Then four years later, in 2005, I was diagnosed with an unrelated breast cancer. I had surgery, chemotherapy and then radiation. During chemotherapy there are certain things you’re told are going to happen, like losing your hair, but though you can be forewarned, no one can ever really prepare you for that.
For me, acceptance is the key, as opposed to being angry or being in a “Why me?” mode. That’s an unanswerable question. What makes more sense is, this has happened and I’m living with it.
The other thing is welcoming the transformation. I’m as vain as the next woman, but the moment I lost my hair I stopped worrying about the changes that come with getting old. I had to confront this other person, this other way of looking at things, at myself. The slate was wiped clean. It was very liberating.
Is the website designed to be a support network as well as a recipe reference?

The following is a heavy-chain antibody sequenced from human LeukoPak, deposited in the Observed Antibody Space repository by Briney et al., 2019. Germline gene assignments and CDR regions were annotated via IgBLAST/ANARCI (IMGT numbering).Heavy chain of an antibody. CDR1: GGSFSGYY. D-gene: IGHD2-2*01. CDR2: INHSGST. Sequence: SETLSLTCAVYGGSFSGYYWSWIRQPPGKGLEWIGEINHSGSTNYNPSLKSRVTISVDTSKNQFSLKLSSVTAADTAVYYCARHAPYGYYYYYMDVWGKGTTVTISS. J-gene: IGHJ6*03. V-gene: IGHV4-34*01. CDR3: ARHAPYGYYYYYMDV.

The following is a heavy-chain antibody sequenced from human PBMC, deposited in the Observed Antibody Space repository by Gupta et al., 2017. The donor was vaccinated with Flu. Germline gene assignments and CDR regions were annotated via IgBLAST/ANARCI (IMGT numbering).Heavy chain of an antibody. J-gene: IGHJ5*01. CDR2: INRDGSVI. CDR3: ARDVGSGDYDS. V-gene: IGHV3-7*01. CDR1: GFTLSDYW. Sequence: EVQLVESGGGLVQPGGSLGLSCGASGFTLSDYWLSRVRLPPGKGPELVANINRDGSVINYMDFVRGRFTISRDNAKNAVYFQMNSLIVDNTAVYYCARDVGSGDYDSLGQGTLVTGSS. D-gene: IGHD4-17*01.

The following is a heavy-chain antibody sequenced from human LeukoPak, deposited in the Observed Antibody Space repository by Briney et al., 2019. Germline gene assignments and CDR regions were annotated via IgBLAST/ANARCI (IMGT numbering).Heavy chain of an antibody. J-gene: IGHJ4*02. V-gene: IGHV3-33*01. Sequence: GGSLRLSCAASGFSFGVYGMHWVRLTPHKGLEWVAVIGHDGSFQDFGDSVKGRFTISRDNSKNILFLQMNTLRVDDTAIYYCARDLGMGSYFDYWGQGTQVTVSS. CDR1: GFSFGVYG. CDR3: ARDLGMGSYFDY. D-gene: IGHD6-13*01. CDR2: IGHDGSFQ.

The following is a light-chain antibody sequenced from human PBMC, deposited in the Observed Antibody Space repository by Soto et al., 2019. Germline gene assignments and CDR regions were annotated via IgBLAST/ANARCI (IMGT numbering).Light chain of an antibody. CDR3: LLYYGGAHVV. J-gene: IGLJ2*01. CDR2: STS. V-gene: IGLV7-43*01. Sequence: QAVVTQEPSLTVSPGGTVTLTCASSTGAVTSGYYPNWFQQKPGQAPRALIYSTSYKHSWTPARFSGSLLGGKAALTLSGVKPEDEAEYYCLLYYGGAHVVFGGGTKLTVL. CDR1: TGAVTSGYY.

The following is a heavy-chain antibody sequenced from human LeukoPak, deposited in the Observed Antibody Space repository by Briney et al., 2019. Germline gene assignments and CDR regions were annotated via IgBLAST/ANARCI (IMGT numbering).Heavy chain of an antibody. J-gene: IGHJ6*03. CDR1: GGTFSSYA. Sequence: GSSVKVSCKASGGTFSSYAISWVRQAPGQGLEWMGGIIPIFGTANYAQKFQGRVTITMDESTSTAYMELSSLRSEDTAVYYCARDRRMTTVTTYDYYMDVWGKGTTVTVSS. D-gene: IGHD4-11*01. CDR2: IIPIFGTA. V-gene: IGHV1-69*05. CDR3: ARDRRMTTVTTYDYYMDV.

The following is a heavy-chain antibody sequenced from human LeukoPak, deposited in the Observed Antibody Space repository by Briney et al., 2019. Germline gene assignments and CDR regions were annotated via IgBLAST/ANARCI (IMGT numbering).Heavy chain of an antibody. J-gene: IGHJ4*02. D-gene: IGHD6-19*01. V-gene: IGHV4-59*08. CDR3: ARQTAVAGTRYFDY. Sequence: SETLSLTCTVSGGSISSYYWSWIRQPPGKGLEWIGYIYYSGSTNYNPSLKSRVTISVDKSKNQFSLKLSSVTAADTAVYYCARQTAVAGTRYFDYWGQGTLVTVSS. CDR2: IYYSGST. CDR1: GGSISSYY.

Yes. When I first started we found that people came to the cooking classes and found support in unexpected ways. They would end up talking about whatever had happened to them, about their cancer, but it was in a different kind of environment, the kind you get cooking dinner at Thanksgiving with family or a bunch of friends; you’re chopping and chatting in the kitchen and the side effect of it is the feeling of community. The website offers us a platform to reach so many more people than in a few classes, but with the same communal effect.
Of course, it’s also about offering information. When dealing with cancer, it’s hard to know what to believe, and what information to use or to discard. CFYL uses material that is completely uncontroversial, and we don’t have an agenda. When people come to the site they’re not being told, “This is not good and this is good.” If you like a recipe great. If you don't like it, try something else. It’s not your fault that you got sick, but you can help yourself by making small, incremental changes to eat better.
And you emphasize the cooking process as much as the healthy eating?